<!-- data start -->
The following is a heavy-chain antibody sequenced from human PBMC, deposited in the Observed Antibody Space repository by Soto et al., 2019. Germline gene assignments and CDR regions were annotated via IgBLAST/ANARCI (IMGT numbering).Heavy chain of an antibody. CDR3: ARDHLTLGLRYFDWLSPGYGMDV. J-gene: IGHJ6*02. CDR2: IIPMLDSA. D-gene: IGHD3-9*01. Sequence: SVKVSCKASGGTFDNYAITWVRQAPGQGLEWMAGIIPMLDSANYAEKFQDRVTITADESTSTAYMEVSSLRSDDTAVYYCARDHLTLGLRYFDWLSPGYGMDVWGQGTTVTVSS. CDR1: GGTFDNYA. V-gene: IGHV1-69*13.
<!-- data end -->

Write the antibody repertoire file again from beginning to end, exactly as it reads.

The following is a heavy-chain antibody sequenced from human PBMC, deposited in the Observed Antibody Space repository by Soto et al., 2019. Germline gene assignments and CDR regions were annotated via IgBLAST/ANARCI (IMGT numbering).Heavy chain of an antibody. CDR3: ARDHLTLGLRYFDWLSPGYGMDV. J-gene: IGHJ6*02. CDR2: IIPMLDSA. D-gene: IGHD3-9*01. Sequence: SVKVSCKASGGTFDNYAITWVRQAPGQGLEWMAGIIPMLDSANYAEKFQDRVTITADESTSTAYMEVSSLRSDDTAVYYCARDHLTLGLRYFDWLSPGYGMDVWGQGTTVTVSS. CDR1: GGTFDNYA. V-gene: IGHV1-69*13.